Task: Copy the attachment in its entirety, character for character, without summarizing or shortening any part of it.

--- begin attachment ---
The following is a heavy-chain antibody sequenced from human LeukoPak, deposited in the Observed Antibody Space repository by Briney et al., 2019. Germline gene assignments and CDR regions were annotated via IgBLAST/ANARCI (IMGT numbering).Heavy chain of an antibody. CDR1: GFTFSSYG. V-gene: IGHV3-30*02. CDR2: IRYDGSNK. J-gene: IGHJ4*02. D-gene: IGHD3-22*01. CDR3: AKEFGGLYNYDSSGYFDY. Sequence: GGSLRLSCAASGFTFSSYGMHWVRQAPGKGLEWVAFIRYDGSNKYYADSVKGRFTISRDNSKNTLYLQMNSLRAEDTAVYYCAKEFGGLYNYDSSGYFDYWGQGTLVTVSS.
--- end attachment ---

The following is a heavy-chain antibody sequenced from human LeukoPak, deposited in the Observed Antibody Space repository by Briney et al., 2019. Germline gene assignments and CDR regions were annotated via IgBLAST/ANARCI (IMGT numbering).Heavy chain of an antibody. CDR1: GFTFSSYG. V-gene: IGHV3-30*02. CDR2: IRYDGSNK. J-gene: IGHJ4*02. D-gene: IGHD3-22*01. CDR3: AKEFGGLYNYDSSGYFDY. Sequence: GGSLRLSCAASGFTFSSYGMHWVRQAPGKGLEWVAFIRYDGSNKYYADSVKGRFTISRDNSKNTLYLQMNSLRAEDTAVYYCAKEFGGLYNYDSSGYFDYWGQGTLVTVSS.